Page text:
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NCJRS Abstract

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NCJ Number: 153978 Find in a Library
Title: Economics of Gang Life: A Task Force Report of the National Gang Crime Research Center
Author(s): G W Knox; E D Tromanhauser; J G Houston; B Martin; R E Morris; T F McCurrie; J L Laskey; D Papachristos; J Feinberg; C Waxman
Date Published: 1995
Page Count: 243
Sponsoring Agency: National Gang Crime Research Ctr
Chicago, IL 60468-0990
Sale Source: National Gang Crime Research Ctr
P.O. Box 990
Chicago, IL 60468-0990
United States of America
Type: Survey
Language: English
Country: United States of America
Annotation: This research gathered information directly from over 1,000 gang members in order to understand the costs and benefits associated with gang life in the United States.
Abstract: The research involved collecting the same data in different social contexts where gang members might be expected to operate: adult and juvenile correctional facilities; and community programs, such as alternative high schools, gang prevention programs, and private day jail programs. Data were collected in California, Illinois, Iowa, Michigan, and Ohio. Analysis showed that gangs seemed to function like a union guild for the underground economy. Members paid dues, attended meetings, had rules to live by, maintained treasuries, provided small welfare support payments to members in jail, and retained private attorneys. Gangs operated a wide variety of cash businesses and had several legal and illegal income sources. Gangs differed with regard to organizational sophistication, but higher-level gangs which were more organizationally sophisticated appeared to have a number of formal economic functions and capabilities as well. Most gangs were of the most sophisticated type and had formal rules. Gang members included both youth and adults, but top gang leaders were primarily adults with a long tenure in the gang. The underground economy of gangs involved such illegal items as semiautomatic pistols, ammunition cartridges, shotguns, revolvers, cocaine, and marijuana. Characteristics of gang members are analyzed in detail, as well as gang alliance systems and identities. Appendixes contain the survey instrument, a list of gang names in the study sample, internal records of a major Chicago gang, and advice to teenagers about gangs. References, endnotes, and tables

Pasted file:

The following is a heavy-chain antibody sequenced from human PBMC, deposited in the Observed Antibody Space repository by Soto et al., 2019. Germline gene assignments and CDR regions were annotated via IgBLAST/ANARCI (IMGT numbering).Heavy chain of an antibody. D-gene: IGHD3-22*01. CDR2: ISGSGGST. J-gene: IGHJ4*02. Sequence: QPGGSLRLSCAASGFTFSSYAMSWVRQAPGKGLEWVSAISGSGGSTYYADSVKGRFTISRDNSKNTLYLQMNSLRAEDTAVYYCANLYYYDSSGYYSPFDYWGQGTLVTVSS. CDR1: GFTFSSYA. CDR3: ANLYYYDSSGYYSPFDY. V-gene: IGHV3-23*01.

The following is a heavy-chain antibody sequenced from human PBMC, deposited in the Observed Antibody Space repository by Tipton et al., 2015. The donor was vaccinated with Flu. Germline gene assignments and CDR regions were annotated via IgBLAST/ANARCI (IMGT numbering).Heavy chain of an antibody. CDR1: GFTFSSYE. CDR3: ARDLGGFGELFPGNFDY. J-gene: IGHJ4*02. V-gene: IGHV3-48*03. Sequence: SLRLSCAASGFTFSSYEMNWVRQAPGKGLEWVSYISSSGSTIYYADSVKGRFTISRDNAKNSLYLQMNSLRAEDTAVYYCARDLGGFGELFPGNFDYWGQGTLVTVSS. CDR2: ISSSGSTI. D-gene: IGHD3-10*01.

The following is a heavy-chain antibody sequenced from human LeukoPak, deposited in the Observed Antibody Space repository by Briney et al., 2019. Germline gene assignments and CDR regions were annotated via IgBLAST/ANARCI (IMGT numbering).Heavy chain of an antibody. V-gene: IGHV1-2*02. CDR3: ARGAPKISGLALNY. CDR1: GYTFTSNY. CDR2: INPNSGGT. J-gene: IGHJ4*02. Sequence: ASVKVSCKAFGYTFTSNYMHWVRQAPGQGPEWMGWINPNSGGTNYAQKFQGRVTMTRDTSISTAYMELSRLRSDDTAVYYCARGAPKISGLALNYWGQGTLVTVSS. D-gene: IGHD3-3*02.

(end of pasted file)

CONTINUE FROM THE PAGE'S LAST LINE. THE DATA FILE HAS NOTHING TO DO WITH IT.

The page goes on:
Main Term(s): Gangs
Index Term(s): California; Corrections; Economic analysis of crime; Illinois; Iowa; Juvenile/Youth Gangs; Michigan; Ohio
Note: Presented at the Annual Meeting of the Academy of Criminal Justice Sciences, 1995, Boston
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